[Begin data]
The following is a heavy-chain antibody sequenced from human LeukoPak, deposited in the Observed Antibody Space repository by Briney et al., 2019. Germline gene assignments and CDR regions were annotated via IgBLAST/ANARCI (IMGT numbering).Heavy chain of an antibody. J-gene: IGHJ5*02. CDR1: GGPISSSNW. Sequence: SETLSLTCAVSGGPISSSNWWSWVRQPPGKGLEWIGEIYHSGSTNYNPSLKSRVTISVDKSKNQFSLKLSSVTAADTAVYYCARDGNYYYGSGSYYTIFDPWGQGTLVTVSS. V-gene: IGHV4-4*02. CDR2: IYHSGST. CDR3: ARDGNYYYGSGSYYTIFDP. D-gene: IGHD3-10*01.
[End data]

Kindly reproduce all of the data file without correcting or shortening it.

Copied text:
The following is a heavy-chain antibody sequenced from human LeukoPak, deposited in the Observed Antibody Space repository by Briney et al., 2019. Germline gene assignments and CDR regions were annotated via IgBLAST/ANARCI (IMGT numbering).Heavy chain of an antibody. J-gene: IGHJ5*02. CDR1: GGPISSSNW. Sequence: SETLSLTCAVSGGPISSSNWWSWVRQPPGKGLEWIGEIYHSGSTNYNPSLKSRVTISVDKSKNQFSLKLSSVTAADTAVYYCARDGNYYYGSGSYYTIFDPWGQGTLVTVSS. V-gene: IGHV4-4*02. CDR2: IYHSGST. CDR3: ARDGNYYYGSGSYYTIFDP. D-gene: IGHD3-10*01.